By Michael Baadke
Hall of Fame baseball player Larry Doby was born Lawrence Eugene Doby on Dec. 13, 1923, in Camden, S.C. At age 23, Doby would become the second black player in baseball’s Major Leagues, and the first to play for an American League team.
Doby moved to Paterson, N.J., at age 14 and excelled in sports while attending high school. He joined the Newark Eagles of the Negro National Leagues as an infielder, and attended Virginia Union University in the off-season.
He served for two years in the United States Navy during World War II before returning to the United States and the Eagles. With the power-hitting Doby on the roster, the Eagles defeated the Kansas City Monarchs in the 1946 Negro World Series.
Doby was signed by Bill Veeck, the owner of the Cleveland Indians, to a Major League contract and made his debut with the club at age 23 on July 5, 1947. He was the second black player in the Major Leagues, after Jackie Robinson, who debuted with the National League’s Brooklyn Dodgers on April 15 of that year.
Like Robinson, Doby faced discrimination from fans and other players, but he also had the support of many, and became a consistent All-Star player in centerfield. The Indians won the World Series in 1948, and Doby became the first black player to hit a home run in the fall classic.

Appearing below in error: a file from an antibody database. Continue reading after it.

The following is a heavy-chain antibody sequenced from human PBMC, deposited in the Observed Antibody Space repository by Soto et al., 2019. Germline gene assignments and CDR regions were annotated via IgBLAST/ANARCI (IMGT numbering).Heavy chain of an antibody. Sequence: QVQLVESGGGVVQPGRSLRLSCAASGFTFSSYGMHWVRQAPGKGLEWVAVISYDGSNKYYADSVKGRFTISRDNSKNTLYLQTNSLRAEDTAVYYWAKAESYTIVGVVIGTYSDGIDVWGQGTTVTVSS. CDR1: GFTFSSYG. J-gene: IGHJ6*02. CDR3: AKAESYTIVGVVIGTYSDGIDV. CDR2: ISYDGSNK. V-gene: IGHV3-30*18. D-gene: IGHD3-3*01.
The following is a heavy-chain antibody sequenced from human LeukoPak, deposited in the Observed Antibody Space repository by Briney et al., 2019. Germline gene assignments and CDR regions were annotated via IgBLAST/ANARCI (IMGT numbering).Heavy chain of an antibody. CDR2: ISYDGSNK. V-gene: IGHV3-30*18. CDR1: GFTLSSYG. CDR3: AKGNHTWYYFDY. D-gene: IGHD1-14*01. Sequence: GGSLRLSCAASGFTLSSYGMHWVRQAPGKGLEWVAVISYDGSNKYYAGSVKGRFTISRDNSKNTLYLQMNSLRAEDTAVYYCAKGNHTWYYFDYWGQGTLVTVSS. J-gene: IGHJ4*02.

He broke through baseball’s color barrier, but he was also a star, leading the American League in home runs in 1952 and 1954, and compiling a career batting average of .283.
Doby played his final Major League game in 1959. He continued to work in baseball as a scout and coach, and was manager of the Chicago White Sox for part of the 1978 season, the second black manager after Frank Robinson.
In 1998, Doby was elected to the National Baseball Hall of Fame by the Veterans Committee. He died June 18, 2003.
Larry Doby was one of four baseball players honored in 2012 on forever stamps in the Major League Baseball All-Stars set (Scott 4695).